Docstoc

Garnishments

Document Sample
Garnishments Powered By Docstoc
					                                                     Garnishments
Tax Levies:
A federal tax levy is accomplished by ‘garnishing’ an employee’s wages to the extent that they are not exempt from the levy. For
example, there may be a tax levy that is for $25,000. The tax levy deduction will be taken from the employees ‘take-home pay’ until
it reaches the exempt amount.

The exempt amount is an amount that comes from the table (after looking at form 668-W that the employee fills out – (according to
the number of exemptions, the pay period, and the filing status)).

The ‘take-home pay’ will be calculated as Wages, minus all Taxes and Deductions (both voluntary and involuntary) that were in effect
at the time of receiving the tax levy. Once an employee’s take-home pay has been determined, all but the exempt amount is subject to
the levy.

Any new payroll deductions that are initiated by the employee after the levy has been received by the employer must be deducted from
the exempt amount when determining the employee’s net pay, unless they are required as a condition of employment. (This also
includes increases in elective deductions such as a 401k.)

It looks like Tax Levies are always an amount (by looking at the form 668-W).


Ex: Employee Arthur receives $1,211.54 every two weeks. On Aug 1, 2010, the employer receives form 668-W stating that a federal
tax levy was being issued against Arthur’s wages for $25,000. Arthur claimed married filing jointly with 3 personal exemptions on
Part 3 of the form. (The exempt amount taken from the table is $657.69.) As of Aug 1, Arthur had the following deductions:

   Federal income tax              $44.44
   Social security tax              50.88
   Medicare tax                     17.57
   State income taxes               30.00
   401(k) plan (3% of salary)       36.35
   Health insurance (after tax)     45.00
   Total:                         $224.24

Prior to the Tax Levy, Arthur’s take-home pay is $987.30 ($1,211.54 - $224.24). The exempt amount of Arthur’s take-home pay
(taken from the table) is $657.69. Therefore, the amount subject to the tax levy is $329.61 ($987.30 - $657.69). And the take home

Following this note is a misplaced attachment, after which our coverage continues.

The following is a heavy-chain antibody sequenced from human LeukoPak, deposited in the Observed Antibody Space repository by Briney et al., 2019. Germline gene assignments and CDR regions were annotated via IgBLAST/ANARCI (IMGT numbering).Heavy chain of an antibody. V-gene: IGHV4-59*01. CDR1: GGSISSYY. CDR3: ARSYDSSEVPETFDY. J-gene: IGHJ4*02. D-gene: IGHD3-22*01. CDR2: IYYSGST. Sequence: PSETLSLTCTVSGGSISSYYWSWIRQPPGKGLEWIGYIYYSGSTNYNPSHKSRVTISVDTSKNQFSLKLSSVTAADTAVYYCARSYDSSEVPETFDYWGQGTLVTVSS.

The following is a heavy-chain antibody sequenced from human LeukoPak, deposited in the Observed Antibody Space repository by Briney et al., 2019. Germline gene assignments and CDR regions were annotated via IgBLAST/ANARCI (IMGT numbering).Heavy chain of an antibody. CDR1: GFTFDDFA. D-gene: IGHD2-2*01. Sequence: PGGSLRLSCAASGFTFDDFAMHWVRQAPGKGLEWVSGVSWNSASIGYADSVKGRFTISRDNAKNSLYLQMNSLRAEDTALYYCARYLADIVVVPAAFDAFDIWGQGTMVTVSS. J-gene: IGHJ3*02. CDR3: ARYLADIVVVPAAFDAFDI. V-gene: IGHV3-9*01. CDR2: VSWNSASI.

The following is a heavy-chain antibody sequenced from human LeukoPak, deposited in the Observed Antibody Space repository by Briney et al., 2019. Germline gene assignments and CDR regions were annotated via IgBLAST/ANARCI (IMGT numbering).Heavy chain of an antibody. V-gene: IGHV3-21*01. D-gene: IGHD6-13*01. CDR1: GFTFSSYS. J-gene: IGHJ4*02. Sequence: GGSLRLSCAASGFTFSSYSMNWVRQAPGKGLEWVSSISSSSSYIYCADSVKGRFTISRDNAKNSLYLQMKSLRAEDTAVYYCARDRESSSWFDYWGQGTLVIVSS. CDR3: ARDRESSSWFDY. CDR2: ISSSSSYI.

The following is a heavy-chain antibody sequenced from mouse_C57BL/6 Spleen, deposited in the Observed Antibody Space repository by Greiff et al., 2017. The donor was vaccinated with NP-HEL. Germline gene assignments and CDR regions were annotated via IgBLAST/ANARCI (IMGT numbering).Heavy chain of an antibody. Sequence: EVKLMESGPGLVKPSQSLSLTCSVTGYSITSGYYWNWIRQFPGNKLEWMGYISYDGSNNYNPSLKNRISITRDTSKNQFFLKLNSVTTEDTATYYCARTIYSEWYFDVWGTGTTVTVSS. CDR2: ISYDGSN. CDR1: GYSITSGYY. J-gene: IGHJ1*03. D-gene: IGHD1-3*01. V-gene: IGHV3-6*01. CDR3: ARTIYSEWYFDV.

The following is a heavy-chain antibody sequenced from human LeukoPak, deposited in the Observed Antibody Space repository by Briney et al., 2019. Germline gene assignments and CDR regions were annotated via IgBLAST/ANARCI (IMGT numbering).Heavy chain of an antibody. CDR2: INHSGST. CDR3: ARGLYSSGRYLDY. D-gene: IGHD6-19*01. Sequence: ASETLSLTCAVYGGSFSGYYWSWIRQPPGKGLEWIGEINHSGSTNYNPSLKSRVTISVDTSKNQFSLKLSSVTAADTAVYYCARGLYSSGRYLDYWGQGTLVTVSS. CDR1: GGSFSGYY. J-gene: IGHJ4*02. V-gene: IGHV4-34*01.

pay after the Tax Levy is $657.69.

How would we set up this deduction?

     In Employee Deduction Maintenance
     Deduction Type:         Garnishment
     Original Amount         $25,000
     Method:                 Fixed Amount
     Garnishment Category:   Tax Levy
     Amount                  $25,000
     Percent                 N/A
     Earnings                N/A
     Maximum Deduction Codes
     Federal                 FEDLEVY (this is just an example)
     State                   N/A




                                                                                                        1
In Garnishment Maximum Setup
Code:                   FEDLEVY
State/Fed               FED
Method                  Percent of Earnings
Max Withholding Percent 100%
Max Exempt Amount       $657.69 (This is the amount taken from the table)
Min Wage Rule Amount    $0
Earnings Code           FEDLEVY




In Earnings Setup
Code:                      FEDLEVY
Include in Earnings
Pay Codes                  All
Deductions                 401(k) & Health Insurance (According to the info we have about Federal Tax
                           Levies, it should be all deductions that are being taken at the time the tax levy
                           was issued. New deductions after the tax levy is in place would not be included.)
Taxes                      All Checkboxes Marked
                                                                                                  2
Pay code




           3
Other Deductions




Calculate Checks report
Recap
Prior to the Tax Levy, Arthur’s take-home pay is $987.30 ($1,211.54 - $224.24). The exempt amount of Arthur’s take-home pay
(taken from the table) is $657.69. Therefore, the amount subject to the tax levy is $329.61 ($987.30 - $657.69). And the take home
pay after the Tax Levy is $657.69.




                                                                                                        4
Child Support Withholding Orders: